The Pumas of the Pacific Alliance
They come by it honestly. Much like their European relatives, Latin American leaders have a sweet tooth for the summit, the annual meeting and the commission. Lofty goals and promises of solidarity are sealed with vigorous handshakes, bear hugs and kisses on the cheek. But beyond the ubiquitous photos of smiling presidents, few concrete achievements emerge from these gatherings.
This could be changing.
The Pacific Alliance, formed in 2011 and composed of Mexico, Colombia, Peru and Chile, held a seventh round of high-level meetings on May 23 in Cali, Colombia. The four countries announced a trade agreement covering 90 percent of their commerce before turning their attention to labor, services and financial integration. The four have adopted an “early harvest” approach, accepting progress in stages rather than holding out for a single, comprehensive deal. Chile, Colombia and Peru have already aligned their stock markets through the Mercado Integrado Latinoamericano (MILA) – an example of incremental yet tangible accomplishments that have long eluded Latin America.
The Pacific Alliance is based on common goals, perspectives and approaches, not simply on regional solidarity. Members have built upon political and macroeconomic stability to carve out a niche in the global economy, welcoming free trade to the east, north and west, even as the world threatens to break into separate trading blocs. While avoiding confrontation with more statist neighbors, they have quietly pursued a liberal agenda. In the last week, Chilean Abassador Felipe Bulnes has repeadily underscored the notion that the Alliance is non-exclusionary- Brazil would be welcome to join, should it meet the criteria.
All have adopted strategies informed by East Asian success—and for good reason. If Latin America’s west coast were a global backyard during the American century, it could well be center stage in a Pacific century. Agile and ambitious, Alliance members are poised to pounce on this opportunity.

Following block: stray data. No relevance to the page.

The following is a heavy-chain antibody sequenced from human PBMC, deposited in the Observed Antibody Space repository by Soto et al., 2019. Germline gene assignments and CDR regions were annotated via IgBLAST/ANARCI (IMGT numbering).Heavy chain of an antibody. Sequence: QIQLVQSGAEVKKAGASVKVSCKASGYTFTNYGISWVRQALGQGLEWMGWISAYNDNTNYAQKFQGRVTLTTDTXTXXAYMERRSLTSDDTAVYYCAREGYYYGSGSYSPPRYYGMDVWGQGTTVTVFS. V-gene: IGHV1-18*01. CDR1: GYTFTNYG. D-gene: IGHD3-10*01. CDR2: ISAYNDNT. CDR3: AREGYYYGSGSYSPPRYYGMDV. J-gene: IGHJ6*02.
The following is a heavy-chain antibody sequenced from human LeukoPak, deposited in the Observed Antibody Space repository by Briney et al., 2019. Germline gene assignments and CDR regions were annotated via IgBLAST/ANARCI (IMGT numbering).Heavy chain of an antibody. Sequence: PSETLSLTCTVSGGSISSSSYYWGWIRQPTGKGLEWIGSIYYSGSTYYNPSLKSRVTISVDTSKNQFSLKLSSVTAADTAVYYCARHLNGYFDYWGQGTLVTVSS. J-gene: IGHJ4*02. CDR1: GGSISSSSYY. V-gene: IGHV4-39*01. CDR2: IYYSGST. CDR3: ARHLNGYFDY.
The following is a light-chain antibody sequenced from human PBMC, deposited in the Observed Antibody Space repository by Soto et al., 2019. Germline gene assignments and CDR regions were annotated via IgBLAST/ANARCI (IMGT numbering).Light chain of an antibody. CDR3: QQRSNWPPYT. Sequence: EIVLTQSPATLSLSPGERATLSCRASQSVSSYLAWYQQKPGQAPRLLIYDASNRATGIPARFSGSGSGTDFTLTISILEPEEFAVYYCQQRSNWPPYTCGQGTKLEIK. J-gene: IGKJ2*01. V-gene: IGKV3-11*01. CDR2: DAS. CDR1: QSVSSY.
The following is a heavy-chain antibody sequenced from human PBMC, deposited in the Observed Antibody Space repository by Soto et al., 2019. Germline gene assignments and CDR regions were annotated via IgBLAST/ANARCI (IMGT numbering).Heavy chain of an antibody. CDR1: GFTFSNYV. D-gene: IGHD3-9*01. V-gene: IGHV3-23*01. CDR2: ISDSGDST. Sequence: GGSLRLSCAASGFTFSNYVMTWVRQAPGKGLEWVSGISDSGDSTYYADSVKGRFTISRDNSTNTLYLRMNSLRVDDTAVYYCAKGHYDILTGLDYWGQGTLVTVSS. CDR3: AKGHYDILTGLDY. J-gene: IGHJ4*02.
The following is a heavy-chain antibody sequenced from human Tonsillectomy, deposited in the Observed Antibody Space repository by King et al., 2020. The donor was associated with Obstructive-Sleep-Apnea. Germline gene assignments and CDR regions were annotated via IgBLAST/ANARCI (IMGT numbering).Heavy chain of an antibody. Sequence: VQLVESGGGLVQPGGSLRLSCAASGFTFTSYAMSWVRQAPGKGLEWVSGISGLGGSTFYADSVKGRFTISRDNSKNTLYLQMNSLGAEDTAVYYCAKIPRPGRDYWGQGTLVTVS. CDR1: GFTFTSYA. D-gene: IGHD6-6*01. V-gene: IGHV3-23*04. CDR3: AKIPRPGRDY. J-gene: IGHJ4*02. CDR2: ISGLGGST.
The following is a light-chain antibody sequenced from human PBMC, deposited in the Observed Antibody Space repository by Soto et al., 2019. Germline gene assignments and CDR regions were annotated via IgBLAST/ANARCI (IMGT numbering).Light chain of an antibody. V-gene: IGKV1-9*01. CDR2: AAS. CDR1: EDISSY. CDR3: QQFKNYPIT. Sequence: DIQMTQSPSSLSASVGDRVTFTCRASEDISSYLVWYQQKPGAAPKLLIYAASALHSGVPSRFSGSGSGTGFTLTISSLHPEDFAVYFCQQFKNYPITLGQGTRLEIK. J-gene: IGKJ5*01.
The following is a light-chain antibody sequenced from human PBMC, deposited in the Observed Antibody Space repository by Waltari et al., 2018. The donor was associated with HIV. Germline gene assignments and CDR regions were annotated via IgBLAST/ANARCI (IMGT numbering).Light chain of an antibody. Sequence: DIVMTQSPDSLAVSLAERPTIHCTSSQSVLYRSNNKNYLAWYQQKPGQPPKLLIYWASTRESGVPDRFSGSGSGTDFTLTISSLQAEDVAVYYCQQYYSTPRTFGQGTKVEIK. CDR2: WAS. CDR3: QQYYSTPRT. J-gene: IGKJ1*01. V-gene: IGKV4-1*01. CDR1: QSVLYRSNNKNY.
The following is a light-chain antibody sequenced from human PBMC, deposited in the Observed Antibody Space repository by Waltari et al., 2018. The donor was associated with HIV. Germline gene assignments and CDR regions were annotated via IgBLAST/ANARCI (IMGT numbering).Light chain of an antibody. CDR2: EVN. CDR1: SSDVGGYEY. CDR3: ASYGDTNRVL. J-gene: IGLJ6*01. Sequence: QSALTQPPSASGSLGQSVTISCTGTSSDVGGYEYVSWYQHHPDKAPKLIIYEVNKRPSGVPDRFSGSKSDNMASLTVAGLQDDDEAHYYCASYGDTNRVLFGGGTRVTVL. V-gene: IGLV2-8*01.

They are the “Pacific Pumas”, and together they offer an emerging model for emerging markets.
Intercontinental FTAs hog the headlines, but inter-Alliance agreements could underpin Puma emergence. As a bloc, the Alliance offers Chile and Peru access to a massive market that dwarfs domestic capabilities. For Mexico, easy access to Andean commodities could generate new Puma supply chains. Bankers on Wall Street and bureaucrats in Brasilia have noticed: As a group, the Pumas draw attention and influence that they would struggle to establish individually.
Of course, the Pumas face growing pains, and recent gains could easily be swept away with the Pacific tide. From urban shanties looming over Juarez to isolated rural communities along the Straights of Magellan, bare feet and callused hands do not square with heady growth figures. The optimism in Mexico City may not be felt in Chiapas. The Pumas’ ability to develop an internal consumptive motor hinges upon increasing the buying power of the less well heeled (and of the barefooted).
Many traps remain. In Mexico and Colombia, insecurity discourages investment and hinders development. Natural-resource reliance puts Chile and Peru at the mercy of Chinese growth and fickle commodities markets.
Nevertheless, Puma momentum is real, and the timing could not be more propitious. As the US and Europe pivot to the east, and as emerging Asia pivots up the development tables, the Pacific Pumas occupy prime real estate in a reconfigured global economic ecosystem. Success breeds influence: Panama and Uruguay observed the Cali meetings, while Costa Rica officially joined the Alliance. Perhaps the region is finally ready to run with the tigers of the East.
This post contains excerpts of a longer piece by the author published in the Financial Times. See the full article here.
Los Pumas del Pacifico: Ahora en español
Tags: Alianza del pacifico, Chile, Colombia Mexico, MILA, Pacific Alliance, Pacific Pumas, Peru